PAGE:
City officials are unwilling to look at the contents of a professional survey of the trees in the city parks.
The city has received an electronic copy of the inventory, but has not opened it. They say there is some doubt that the city will receive reimbursement for the study with a grant that was approved in April.
Because it is not paid for, the city does not actually own the report.
A Missouri Department of Conservation TRIM grant not to exceed $10,000 was approved to fund the study. Davey Resource Group, Kent, Ohio, completed the inventory.
A work description prior to the inventory said professional arborists would view 1,250 trees in the city park, to identify location, species and health and possible hazards of each tree.
The Missourian requested a copy of the survey in August after questions arose over health and safety involving several dead trees and dead tree limbs in the park.
Stephen Flannery, Pacific Park Board president, said he and other park board members are frequently in the parks and have discussed the trees numerous times. He said they are anxious to see the results of the inventory, but that appears unlikely.
City officials missed the deadline for filing the Department of Conservation paperwork that is required before the agency will send a check to reimburse the city for the study.
Flannery said he and other park board members are frustrated at the lack of urgency the city is placing on what appears to be a safety issue. He said watching board of aldermen debate funding of a range of other issues and ignoring the needs in the city park is disappointing.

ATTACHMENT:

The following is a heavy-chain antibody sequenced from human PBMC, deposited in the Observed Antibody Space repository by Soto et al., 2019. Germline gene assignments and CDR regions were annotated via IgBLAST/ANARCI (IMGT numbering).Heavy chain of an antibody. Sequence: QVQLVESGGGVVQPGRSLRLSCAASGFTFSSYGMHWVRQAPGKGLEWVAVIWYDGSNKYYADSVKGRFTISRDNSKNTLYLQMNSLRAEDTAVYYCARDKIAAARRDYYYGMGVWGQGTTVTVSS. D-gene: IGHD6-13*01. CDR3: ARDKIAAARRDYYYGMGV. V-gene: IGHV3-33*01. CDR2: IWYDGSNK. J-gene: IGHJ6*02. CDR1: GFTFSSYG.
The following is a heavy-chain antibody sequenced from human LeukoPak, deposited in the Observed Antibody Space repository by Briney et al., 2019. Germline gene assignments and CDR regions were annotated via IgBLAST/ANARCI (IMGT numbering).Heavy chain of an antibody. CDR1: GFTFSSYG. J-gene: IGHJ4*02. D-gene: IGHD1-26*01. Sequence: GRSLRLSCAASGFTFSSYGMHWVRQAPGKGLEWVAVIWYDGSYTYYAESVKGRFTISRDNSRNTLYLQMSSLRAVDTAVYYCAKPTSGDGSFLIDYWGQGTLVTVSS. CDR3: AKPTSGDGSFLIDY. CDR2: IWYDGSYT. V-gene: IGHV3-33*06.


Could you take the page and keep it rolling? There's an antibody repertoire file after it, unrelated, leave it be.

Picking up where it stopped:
He noted dead trees in the park pose a safety issue for citizens.
“I’m disappointed that aldermen play politics with a safety issue,” he said.
Flannery said it’s his hope that if the city cannot gain reimbursement for the grant that the city will pay for the work and open the report. He said he’s disappointed that the city may have lost free money, but the report contents are his main concern.
“I want to see the report,” he said. “We have a duty to know what’s in the report and we have a duty to act on that information.”
Mayor Herb Adams said his administration is still trying to work out with the Department of Conservation a method to obtain reimbursement for the study.
The grant was approved before the city ordered the work and the city was promised reimbursement.
“Harold (Selby, city administrator) is still working on that,” Adams said. “He still hopes that he can work it out and we’ll be reimbursed.”
In the original discussions on the grant application among topics discussed was the possibility of funds to help remove unhealthy or dangerous trees that were identified in the inventory.
After The Missourian contacted Adams about the dead trees and the report, two large dead trees near the entrance to the park were cut down, but large dead branches are still hanging loosely from otherwise healthy trees near the children’s pavilion.
Adams said if the city is unable to obtain reimbursement for the study, as promised in the grant, the city will pay for the report and release it to the park board and the public.
“We’re good citizens,” he said. “If we don’t get reimbursed, we order the study and we’ll pay for it.”